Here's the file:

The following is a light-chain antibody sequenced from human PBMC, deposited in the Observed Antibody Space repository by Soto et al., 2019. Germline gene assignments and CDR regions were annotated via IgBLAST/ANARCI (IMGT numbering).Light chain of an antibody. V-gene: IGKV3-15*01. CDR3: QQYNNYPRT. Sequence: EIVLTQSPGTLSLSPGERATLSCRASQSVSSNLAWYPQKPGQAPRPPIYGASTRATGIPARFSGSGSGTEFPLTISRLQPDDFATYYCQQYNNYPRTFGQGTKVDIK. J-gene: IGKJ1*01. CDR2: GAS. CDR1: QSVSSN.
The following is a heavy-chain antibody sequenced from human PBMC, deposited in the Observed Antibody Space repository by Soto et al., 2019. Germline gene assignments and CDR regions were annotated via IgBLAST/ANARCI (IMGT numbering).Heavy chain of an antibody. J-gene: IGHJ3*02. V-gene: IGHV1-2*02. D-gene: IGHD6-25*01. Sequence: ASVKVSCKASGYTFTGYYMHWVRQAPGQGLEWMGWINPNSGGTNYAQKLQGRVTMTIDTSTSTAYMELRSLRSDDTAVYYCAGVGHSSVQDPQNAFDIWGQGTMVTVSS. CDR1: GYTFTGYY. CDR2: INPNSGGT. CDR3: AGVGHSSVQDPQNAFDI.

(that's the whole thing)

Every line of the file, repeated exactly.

The following is a light-chain antibody sequenced from human PBMC, deposited in the Observed Antibody Space repository by Soto et al., 2019. Germline gene assignments and CDR regions were annotated via IgBLAST/ANARCI (IMGT numbering).Light chain of an antibody. V-gene: IGKV3-15*01. CDR3: QQYNNYPRT. Sequence: EIVLTQSPGTLSLSPGERATLSCRASQSVSSNLAWYPQKPGQAPRPPIYGASTRATGIPARFSGSGSGTEFPLTISRLQPDDFATYYCQQYNNYPRTFGQGTKVDIK. J-gene: IGKJ1*01. CDR2: GAS. CDR1: QSVSSN.
The following is a heavy-chain antibody sequenced from human PBMC, deposited in the Observed Antibody Space repository by Soto et al., 2019. Germline gene assignments and CDR regions were annotated via IgBLAST/ANARCI (IMGT numbering).Heavy chain of an antibody. J-gene: IGHJ3*02. V-gene: IGHV1-2*02. D-gene: IGHD6-25*01. Sequence: ASVKVSCKASGYTFTGYYMHWVRQAPGQGLEWMGWINPNSGGTNYAQKLQGRVTMTIDTSTSTAYMELRSLRSDDTAVYYCAGVGHSSVQDPQNAFDIWGQGTMVTVSS. CDR1: GYTFTGYY. CDR2: INPNSGGT. CDR3: AGVGHSSVQDPQNAFDI.